Condo Conversion: Pros and Cons of Rental Conversions

Estimated reading time: 7 minutes

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What Does It Mean When an Apartment Complex Converts to Condominiums?

Real estate investments are diverse, offering numerous strategies for investors to explore. One approach that has caught the eye of many savvy investors is the condominium conversion of apartment buildings. This investment strategy isn’t limited to just one type of investor and is becoming increasingly popular as it provides outsized returns. This guide will walk you through converting multifamily rental units into individual condos. Converting an apartment complex into condominiums, commonly known as a condominium conversion, involves transforming rental units into individual units that can be sold. Property owners who undertake this process go from landlords of rental properties to condo developers and sellers of condo units. This significant shift in the real estate investment strategy comes with challenges and opportunities.

The key 🗝 is identifying the right market and property for conversion. Then, structuring the finance correctly.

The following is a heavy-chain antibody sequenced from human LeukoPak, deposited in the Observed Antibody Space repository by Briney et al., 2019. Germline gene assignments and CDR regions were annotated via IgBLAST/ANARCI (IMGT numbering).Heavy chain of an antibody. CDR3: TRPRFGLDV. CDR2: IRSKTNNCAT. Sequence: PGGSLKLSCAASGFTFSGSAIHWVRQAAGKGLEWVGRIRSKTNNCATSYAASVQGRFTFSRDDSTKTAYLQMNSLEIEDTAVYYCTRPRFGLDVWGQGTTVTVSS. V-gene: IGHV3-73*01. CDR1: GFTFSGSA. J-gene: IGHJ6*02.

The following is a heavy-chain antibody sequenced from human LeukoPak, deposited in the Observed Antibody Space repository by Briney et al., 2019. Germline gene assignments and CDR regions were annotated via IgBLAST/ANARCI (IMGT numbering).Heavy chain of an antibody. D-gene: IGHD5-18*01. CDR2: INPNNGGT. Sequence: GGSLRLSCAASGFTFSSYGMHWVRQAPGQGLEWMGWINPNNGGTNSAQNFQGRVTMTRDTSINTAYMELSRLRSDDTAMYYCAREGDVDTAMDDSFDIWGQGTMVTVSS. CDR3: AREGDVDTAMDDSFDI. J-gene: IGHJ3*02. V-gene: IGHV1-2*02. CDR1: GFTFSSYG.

Example of an application process of Condo acceptance

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What Is the Major Objective of Condominium Conversion Restrictions?

In recent years, the multifamily market has seen substantial growth. Recent years have consistently marked the increasing number of multifamily units completed, except in 2020, a trend expected to continue. Factors like favorable demographic trends, a strong job market, and reduced affordability of homeownership are fueling the demand for multifamily properties.

To have growth, there must be capital. Developers must provide returns for capital to be involved. The yields have begun to reduce to what high teens in the past 12-24 months. Multifamily is still a safe place with a higher yield return than the stock market (Averages 3% – 13% over ten years, depending on the fund). 

Local laws and state regulations often restrict condominium conversions to protect current residents and maintain a balance in the local housing market. These restrictions could include requirements for tenant relocation assistance, maintaining some units as rent-controlled, or even moratoriums on such conversions when rental markets are tight. The primary objective is to prevent the rapid depletion of affordable rental units and ensure that conversions are done responsibly.

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What Are the Pros of Converting Condos?